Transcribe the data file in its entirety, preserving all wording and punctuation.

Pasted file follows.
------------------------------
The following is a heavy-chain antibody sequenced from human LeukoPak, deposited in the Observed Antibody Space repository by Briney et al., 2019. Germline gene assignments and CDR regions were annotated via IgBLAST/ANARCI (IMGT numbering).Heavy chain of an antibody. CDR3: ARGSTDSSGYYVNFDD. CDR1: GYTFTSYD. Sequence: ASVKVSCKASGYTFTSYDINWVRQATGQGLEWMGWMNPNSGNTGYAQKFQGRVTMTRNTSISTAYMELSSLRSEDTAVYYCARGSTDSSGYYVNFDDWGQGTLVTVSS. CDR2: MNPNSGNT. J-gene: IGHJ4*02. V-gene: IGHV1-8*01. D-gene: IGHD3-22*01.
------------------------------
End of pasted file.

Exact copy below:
The following is a heavy-chain antibody sequenced from human LeukoPak, deposited in the Observed Antibody Space repository by Briney et al., 2019. Germline gene assignments and CDR regions were annotated via IgBLAST/ANARCI (IMGT numbering).Heavy chain of an antibody. CDR3: ARGSTDSSGYYVNFDD. CDR1: GYTFTSYD. Sequence: ASVKVSCKASGYTFTSYDINWVRQATGQGLEWMGWMNPNSGNTGYAQKFQGRVTMTRNTSISTAYMELSSLRSEDTAVYYCARGSTDSSGYYVNFDDWGQGTLVTVSS. CDR2: MNPNSGNT. J-gene: IGHJ4*02. V-gene: IGHV1-8*01. D-gene: IGHD3-22*01.